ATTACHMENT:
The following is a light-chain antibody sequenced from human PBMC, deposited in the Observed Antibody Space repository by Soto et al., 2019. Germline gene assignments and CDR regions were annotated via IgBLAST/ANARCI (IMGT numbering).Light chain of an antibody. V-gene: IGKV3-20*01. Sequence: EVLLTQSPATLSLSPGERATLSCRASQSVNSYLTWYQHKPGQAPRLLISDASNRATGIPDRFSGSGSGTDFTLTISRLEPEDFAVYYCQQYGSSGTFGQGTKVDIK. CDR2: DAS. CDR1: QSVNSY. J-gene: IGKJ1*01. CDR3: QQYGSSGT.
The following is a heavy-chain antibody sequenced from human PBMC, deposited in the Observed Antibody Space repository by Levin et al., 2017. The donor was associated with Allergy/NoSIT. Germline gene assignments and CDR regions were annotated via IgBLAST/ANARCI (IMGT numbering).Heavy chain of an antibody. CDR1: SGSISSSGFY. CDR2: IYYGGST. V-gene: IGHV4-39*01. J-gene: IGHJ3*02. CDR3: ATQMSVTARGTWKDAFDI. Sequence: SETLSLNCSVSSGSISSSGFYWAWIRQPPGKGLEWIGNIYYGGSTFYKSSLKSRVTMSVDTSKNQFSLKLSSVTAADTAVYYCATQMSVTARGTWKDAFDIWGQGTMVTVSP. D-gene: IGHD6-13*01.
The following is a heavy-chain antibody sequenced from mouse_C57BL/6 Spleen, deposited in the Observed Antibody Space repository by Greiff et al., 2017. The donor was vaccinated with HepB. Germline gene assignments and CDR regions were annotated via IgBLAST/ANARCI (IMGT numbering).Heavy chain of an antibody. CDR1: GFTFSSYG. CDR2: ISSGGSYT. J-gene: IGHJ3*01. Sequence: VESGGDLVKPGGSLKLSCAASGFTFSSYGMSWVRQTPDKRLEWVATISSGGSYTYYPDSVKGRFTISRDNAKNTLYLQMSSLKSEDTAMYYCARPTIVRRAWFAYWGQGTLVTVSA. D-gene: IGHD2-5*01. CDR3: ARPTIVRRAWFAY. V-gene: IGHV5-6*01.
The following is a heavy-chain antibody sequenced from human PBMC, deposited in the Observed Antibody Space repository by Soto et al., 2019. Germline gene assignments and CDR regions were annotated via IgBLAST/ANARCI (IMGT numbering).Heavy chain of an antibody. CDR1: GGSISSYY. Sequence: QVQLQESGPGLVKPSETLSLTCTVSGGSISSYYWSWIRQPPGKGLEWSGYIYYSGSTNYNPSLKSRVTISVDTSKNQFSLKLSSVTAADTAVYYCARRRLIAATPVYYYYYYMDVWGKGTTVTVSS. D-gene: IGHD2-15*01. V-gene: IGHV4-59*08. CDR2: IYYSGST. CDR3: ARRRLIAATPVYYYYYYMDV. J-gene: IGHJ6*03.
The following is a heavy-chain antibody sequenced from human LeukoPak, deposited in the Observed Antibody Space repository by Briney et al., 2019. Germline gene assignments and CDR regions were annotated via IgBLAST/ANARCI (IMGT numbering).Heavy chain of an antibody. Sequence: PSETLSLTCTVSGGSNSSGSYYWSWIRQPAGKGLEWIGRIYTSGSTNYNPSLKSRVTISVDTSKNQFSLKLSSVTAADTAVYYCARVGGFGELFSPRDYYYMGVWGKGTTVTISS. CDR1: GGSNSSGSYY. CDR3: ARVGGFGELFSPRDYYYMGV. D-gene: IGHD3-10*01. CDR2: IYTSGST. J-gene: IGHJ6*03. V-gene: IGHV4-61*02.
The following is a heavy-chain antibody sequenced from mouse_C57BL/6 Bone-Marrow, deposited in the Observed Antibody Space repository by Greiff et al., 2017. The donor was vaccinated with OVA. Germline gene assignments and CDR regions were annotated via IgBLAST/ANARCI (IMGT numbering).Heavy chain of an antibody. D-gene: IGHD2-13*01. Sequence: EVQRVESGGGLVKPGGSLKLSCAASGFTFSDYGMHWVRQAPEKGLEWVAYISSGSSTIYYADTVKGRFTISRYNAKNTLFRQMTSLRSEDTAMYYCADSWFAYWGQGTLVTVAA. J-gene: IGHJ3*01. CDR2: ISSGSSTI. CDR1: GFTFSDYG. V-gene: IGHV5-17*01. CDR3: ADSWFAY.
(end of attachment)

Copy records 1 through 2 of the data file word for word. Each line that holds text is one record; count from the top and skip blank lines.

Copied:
The following is a light-chain antibody sequenced from human PBMC, deposited in the Observed Antibody Space repository by Soto et al., 2019. Germline gene assignments and CDR regions were annotated via IgBLAST/ANARCI (IMGT numbering).Light chain of an antibody. V-gene: IGKV3-20*01. Sequence: EVLLTQSPATLSLSPGERATLSCRASQSVNSYLTWYQHKPGQAPRLLISDASNRATGIPDRFSGSGSGTDFTLTISRLEPEDFAVYYCQQYGSSGTFGQGTKVDIK. CDR2: DAS. CDR1: QSVNSY. J-gene: IGKJ1*01. CDR3: QQYGSSGT.
The following is a heavy-chain antibody sequenced from human PBMC, deposited in the Observed Antibody Space repository by Levin et al., 2017. The donor was associated with Allergy/NoSIT. Germline gene assignments and CDR regions were annotated via IgBLAST/ANARCI (IMGT numbering).Heavy chain of an antibody. CDR1: SGSISSSGFY. CDR2: IYYGGST. V-gene: IGHV4-39*01. J-gene: IGHJ3*02. CDR3: ATQMSVTARGTWKDAFDI. Sequence: SETLSLNCSVSSGSISSSGFYWAWIRQPPGKGLEWIGNIYYGGSTFYKSSLKSRVTMSVDTSKNQFSLKLSSVTAADTAVYYCATQMSVTARGTWKDAFDIWGQGTMVTVSP. D-gene: IGHD6-13*01.